Decision-Making: Coordinating Bodies

The Central Environmental Authority acts as the focal point for chemicals, under the prior informed consent procedure.

Decision Making: Legislation and Regulations 

No information is available.

Decision-Making: Strategies, Policies and Plans  

No information is available.

Decision-Making: Major Groups Involvement

No information is available.

Programmes and Projects 

No information is available.

Status 

No information is available.

Challenges

No information is available.

Capacity-building, Education, Training and Awareness-raising  

No information is available.

Information

A complete inventory of chemicals in use within the country was completed. Relevant data on those chemicals have been computerized and are available for risk assessment purposes. The International Register of Potentially Toxic Chemicals (IRPTC) database on chemicals is also to be installed.

Research and Technologies  

No information is available.

Financing

No information is available.

Cooperation

No information is available.

 

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This information was provided by the Government of Sri Lanka to the fifth session of the United Nations Commission on Sustainable Development. Last Update: October 1997.

To access the Web Site of the United Nations Convention on the Law of the Sea, click here:

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WASTE AND HAZARDOUS MATERIALS

Solid Waste and Sanitation

No information is available.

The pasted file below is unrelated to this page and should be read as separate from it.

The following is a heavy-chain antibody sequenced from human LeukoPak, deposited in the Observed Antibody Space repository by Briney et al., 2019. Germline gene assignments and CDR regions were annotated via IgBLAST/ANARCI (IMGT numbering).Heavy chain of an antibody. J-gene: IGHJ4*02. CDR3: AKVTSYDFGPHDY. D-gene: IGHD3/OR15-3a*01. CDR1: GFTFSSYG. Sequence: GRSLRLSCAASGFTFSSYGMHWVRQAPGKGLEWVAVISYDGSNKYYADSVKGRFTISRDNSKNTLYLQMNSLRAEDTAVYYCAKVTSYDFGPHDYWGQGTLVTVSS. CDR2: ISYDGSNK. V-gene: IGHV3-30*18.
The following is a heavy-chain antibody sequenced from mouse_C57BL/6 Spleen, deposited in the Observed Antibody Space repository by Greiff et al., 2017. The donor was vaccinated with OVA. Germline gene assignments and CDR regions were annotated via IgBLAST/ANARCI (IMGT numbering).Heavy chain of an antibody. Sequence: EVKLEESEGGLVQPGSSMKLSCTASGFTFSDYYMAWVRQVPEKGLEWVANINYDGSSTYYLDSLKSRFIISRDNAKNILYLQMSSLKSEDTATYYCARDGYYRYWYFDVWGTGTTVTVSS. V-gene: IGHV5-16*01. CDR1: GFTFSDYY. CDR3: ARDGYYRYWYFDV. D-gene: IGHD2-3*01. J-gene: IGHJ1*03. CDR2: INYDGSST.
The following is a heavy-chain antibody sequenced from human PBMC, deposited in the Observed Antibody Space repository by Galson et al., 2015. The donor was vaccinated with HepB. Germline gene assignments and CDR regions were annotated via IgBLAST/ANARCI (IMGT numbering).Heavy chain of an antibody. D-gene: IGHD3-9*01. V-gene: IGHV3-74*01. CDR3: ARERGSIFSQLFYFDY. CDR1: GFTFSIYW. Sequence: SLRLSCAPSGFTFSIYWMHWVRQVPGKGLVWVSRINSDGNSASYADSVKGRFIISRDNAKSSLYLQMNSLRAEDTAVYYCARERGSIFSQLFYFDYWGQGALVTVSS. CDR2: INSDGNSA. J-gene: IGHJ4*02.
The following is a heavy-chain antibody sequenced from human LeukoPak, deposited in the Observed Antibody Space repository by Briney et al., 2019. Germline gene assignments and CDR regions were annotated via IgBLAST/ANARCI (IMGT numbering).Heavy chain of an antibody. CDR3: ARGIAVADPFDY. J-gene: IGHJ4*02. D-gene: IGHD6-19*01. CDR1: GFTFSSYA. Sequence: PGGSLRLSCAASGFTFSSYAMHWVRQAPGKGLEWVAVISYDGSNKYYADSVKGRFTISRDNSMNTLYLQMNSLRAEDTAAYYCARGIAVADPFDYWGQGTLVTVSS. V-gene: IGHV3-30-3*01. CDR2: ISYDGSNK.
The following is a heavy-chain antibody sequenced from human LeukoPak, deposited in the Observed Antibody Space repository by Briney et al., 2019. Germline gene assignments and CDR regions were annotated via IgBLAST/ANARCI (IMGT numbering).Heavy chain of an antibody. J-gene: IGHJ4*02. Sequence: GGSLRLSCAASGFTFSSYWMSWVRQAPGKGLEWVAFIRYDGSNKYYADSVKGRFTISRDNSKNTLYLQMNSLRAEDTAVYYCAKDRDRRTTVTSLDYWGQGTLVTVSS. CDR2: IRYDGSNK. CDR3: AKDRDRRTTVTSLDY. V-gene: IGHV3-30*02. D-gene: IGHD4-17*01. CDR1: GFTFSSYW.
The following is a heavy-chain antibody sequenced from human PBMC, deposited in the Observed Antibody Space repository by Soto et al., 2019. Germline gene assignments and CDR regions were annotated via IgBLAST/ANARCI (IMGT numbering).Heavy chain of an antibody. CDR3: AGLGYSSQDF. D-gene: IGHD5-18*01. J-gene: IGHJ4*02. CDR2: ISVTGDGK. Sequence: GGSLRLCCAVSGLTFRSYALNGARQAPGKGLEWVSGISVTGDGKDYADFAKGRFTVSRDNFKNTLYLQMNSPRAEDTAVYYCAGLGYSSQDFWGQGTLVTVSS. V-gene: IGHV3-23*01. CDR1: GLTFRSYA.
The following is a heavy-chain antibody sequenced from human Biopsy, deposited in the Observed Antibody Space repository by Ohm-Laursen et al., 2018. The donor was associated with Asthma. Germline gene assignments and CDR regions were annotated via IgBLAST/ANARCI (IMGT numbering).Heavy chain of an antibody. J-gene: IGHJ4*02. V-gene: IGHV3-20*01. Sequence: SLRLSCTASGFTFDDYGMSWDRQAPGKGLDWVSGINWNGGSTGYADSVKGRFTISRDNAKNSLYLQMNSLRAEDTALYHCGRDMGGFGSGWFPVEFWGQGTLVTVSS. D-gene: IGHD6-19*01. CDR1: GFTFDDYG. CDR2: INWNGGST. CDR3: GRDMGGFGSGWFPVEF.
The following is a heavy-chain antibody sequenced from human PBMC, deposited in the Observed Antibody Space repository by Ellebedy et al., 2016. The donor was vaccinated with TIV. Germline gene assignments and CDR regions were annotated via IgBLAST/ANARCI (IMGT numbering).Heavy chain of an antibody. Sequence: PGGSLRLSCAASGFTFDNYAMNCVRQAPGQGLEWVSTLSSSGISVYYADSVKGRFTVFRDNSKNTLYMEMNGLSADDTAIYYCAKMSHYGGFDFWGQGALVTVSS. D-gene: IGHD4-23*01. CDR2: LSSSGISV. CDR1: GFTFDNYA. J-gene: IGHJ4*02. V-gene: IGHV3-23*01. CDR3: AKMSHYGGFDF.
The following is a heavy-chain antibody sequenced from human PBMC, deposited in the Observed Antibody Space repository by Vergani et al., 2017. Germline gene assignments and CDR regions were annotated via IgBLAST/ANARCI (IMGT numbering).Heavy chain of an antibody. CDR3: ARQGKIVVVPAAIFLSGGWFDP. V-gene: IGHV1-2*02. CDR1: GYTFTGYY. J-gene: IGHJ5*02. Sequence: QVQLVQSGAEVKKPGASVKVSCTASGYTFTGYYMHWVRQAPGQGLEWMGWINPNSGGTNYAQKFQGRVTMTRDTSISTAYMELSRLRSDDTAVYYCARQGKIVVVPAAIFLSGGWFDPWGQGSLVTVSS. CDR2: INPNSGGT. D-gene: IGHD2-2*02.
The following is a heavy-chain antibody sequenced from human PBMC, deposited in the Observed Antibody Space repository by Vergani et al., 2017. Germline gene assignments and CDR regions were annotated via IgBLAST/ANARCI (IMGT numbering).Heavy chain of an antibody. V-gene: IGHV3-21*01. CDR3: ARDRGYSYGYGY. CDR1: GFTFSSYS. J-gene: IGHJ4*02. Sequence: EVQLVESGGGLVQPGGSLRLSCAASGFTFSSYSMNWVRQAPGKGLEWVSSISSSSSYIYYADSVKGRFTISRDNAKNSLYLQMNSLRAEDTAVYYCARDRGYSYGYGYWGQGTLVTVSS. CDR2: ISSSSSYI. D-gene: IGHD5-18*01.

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Hazardous Wastes

Decision-Making: Coordinating Bodies

The Ministry of Forestry and Environment is the focal point, and the Central Environment Authority is the competent authority for this convention. Decision-making is also the responsibility of the National Co-ordinating Committee for the implementation of the Basel Convention, chaired by the Secretary, Ministry of Forestry and Environment.
Other groups involved include: the Ministry of Forestry and Environment; Central Environmental Authority; Ministry of Shipping, Ports, Rehabilitation and Reconstruction; Ministry of Trade, Commerce and Food; Ministry of Planning Ethnic Affairs and National Integration; Ministry of Labour and Vocational Training; Ministry of Defence; Ministry of Health and Indigenous Medicine; Ministry of Science, Technology and Human Resources Development; Ministry of Industrial Development; Marine Pollution Prevention Authority; Federation of Chamber of Commerce and Industries of Sri Lanka; Ceylon Chamber of Commerce; Board of Investment of Sri Lanka; Ceylon Fertilizer Corporation; Sri Lanka Ports Authority; Pesticide Registration Office; Sri Lanka Customs; Government Analyst Department; Ceylon Institute of Scientific and Industrial Research; Import and Export Control Department.

Decision-Making: Legislation and Regulations